1. Both my mom and sister suffer from migraines. This is very helpful information. I definitely agree compassion and empathy make a huge difference when it comes to migraines, especially triggers.

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  4. This is incredible information – thank you! I have two co-workers who suffer migraines and now realize that I’ve never understood what they were suffering. I’m going to share your website with both of them.

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  7. I had no idea migraines could be hereditary (you learn a new thing every day).
    Or that they could be so strong they could send someone to the ER.
    Prevention is key!

  8. You wrote a very detailed article! I have migraines sometimes, and it is really hard to cope with. Usually, I try to sleep more, but now I have two young kids. Thank you for the useful tips.

  9. I love at the end where you say migraines do not have to take control of your life. That’s powerful! Another great write up from you. I honestly never realized before how complex migraines are. Past the point of being super painful and making it hard to be in light or loud areas I really had no idea. Thank you for the insight.

  10. As a fellow migraine sufferer, this was a helpful and informative post. My triggers are generally hormones and scents, but I found other triggers listed in the post very interesting. I will consider these in the future. Great post!

  11. Your blogs are very unique. You are in a good niche; there are not many bloggers that cover this topic. I appreciate the information you have been sharing on migraine and your transparency about your struggles with this neurological disease.

  12. Great tips. Very thorough and I think people need to understand it is not just one thing that can cause migraines and they aren’t just “headaches”.

  13. Great tips! I don’t deal with migraine but last two days I had to deal with some headache and it wasn’t normal. I was suspecting once migraine before but it turned out I had spine problems, so I guess I’ll have to check it once again

  14. This is some great information. I really appreciate the visuals. Today I went to a new doctor, and honestly, this is the first doctor I have gone to that agrees that I do have migraines. Most doctors try and tell me they are not a migraine, that they are tension headaches I’m having and just tell me there is nothing they can do, but today’s doctor is willing to start looking into what we can do about them. It doesn’t seem like a lot, but it is a huge step for me.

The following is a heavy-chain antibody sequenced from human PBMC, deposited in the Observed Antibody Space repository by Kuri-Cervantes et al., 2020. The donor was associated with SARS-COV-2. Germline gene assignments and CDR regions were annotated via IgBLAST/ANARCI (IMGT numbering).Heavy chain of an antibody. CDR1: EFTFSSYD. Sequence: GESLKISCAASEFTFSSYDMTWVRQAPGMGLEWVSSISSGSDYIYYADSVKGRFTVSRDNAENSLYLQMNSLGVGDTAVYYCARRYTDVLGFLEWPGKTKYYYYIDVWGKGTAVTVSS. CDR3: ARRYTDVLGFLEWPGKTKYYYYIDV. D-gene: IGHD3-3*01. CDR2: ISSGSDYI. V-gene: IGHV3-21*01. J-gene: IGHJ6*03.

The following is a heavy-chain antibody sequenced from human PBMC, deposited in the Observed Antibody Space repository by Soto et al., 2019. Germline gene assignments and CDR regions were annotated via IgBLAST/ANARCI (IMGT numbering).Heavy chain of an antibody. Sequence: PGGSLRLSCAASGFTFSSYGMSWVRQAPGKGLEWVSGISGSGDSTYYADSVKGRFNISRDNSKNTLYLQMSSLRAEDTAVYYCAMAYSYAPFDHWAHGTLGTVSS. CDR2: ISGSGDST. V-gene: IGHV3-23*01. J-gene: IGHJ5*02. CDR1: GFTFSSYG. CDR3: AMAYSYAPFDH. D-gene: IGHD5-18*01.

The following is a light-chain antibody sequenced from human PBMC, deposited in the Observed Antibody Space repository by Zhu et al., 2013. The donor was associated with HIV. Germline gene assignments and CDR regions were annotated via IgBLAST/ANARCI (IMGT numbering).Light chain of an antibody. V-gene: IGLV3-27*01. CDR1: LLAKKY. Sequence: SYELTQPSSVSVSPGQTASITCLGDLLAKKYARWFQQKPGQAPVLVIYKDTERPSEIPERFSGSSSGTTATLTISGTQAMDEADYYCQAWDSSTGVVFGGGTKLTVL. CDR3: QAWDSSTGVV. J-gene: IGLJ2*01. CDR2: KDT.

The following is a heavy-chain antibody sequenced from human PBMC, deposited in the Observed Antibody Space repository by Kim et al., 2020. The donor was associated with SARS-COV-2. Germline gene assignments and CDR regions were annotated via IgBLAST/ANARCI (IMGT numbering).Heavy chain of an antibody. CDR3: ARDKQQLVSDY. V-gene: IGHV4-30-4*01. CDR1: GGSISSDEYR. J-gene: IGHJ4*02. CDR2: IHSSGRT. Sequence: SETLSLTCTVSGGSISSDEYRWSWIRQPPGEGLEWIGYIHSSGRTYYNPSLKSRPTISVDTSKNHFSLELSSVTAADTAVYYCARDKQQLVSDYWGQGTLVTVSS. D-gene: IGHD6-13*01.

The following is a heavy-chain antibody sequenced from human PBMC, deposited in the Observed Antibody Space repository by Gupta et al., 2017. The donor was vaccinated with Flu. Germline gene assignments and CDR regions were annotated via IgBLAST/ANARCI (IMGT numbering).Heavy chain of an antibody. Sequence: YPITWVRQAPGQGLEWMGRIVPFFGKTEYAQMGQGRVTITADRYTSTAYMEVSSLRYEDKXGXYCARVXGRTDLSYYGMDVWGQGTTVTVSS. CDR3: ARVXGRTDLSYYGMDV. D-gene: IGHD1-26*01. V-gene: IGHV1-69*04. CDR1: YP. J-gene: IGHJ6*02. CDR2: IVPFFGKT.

15. Clicked on this post because I have an aura migraine right now. Fortunately, they are very rare for me, but I had to go to bed super early last night because I had electric blue flashing lights disturbing my vision. Still have a solid headache today, but the lights have stopped. I was not aware of the additional symptoms in the days after a migraine. I will pay attention to how I feel over the next few days. Thanks for the info!

  16. This was such an informative post! I have chronic migraines and they’re the worse thing. I find that dim lights and staying hydrated have helped me the most in preventing them.

  17. THanks so much for all this great information! I suffered with migraines for years, but because my family assumed they were “just headaches” I did not get effective treatment for them until the last couple of years. It’s definitely worth getting a proper diagnosis!

  18. Very informative. I used to use the words “migraine” and “headache” interchangeable but I guess I should be more mindful about using the correct terms going forward!

    1. I even find myself start to do it once in awhile. No judgement here. Thank you for acknowledging the difference. though. Migraine does come with the potential for some severe head pain. There is just so much more involved. Thank you again for your thoughtful feedback.

  19. I’ve enjoyed the few posts of yours I have read now! It’s interesting how complex some of these things can be and how those of us not dealing with them never fully understand.

    1. I really appreciate your time here at migraineroad and hope you continue to visit our site. Migraines are a lot to take and they are not easy to unpack, but it takes consideration like yours to really make a difference. Thank you so much for your kind words.

    1. I really appreciate your attention to this topic and your compassion as a health care provider. It is the patient and the health care provider working as a team that I think create the most success. I respect mine very much. So thank you for what you do and for being here.